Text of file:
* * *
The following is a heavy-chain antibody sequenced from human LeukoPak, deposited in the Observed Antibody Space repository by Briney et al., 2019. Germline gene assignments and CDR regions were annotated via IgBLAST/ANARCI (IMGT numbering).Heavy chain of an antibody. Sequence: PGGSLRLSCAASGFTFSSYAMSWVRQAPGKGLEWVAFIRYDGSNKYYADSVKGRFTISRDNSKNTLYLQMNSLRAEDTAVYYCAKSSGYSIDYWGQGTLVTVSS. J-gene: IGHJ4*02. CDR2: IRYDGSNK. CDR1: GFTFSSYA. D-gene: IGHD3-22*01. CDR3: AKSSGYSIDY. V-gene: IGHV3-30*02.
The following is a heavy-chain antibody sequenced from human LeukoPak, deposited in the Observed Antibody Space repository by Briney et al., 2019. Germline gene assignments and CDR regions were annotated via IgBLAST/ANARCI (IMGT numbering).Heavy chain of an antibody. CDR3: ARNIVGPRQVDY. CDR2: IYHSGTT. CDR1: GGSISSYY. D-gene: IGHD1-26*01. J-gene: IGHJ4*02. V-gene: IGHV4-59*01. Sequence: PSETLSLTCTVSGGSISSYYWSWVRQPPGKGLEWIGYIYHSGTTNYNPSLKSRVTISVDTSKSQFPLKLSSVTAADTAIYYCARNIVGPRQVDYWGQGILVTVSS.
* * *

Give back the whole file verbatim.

The following is a heavy-chain antibody sequenced from human LeukoPak, deposited in the Observed Antibody Space repository by Briney et al., 2019. Germline gene assignments and CDR regions were annotated via IgBLAST/ANARCI (IMGT numbering).Heavy chain of an antibody. Sequence: PGGSLRLSCAASGFTFSSYAMSWVRQAPGKGLEWVAFIRYDGSNKYYADSVKGRFTISRDNSKNTLYLQMNSLRAEDTAVYYCAKSSGYSIDYWGQGTLVTVSS. J-gene: IGHJ4*02. CDR2: IRYDGSNK. CDR1: GFTFSSYA. D-gene: IGHD3-22*01. CDR3: AKSSGYSIDY. V-gene: IGHV3-30*02.
The following is a heavy-chain antibody sequenced from human LeukoPak, deposited in the Observed Antibody Space repository by Briney et al., 2019. Germline gene assignments and CDR regions were annotated via IgBLAST/ANARCI (IMGT numbering).Heavy chain of an antibody. CDR3: ARNIVGPRQVDY. CDR2: IYHSGTT. CDR1: GGSISSYY. D-gene: IGHD1-26*01. J-gene: IGHJ4*02. V-gene: IGHV4-59*01. Sequence: PSETLSLTCTVSGGSISSYYWSWVRQPPGKGLEWIGYIYHSGTTNYNPSLKSRVTISVDTSKSQFPLKLSSVTAADTAIYYCARNIVGPRQVDYWGQGILVTVSS.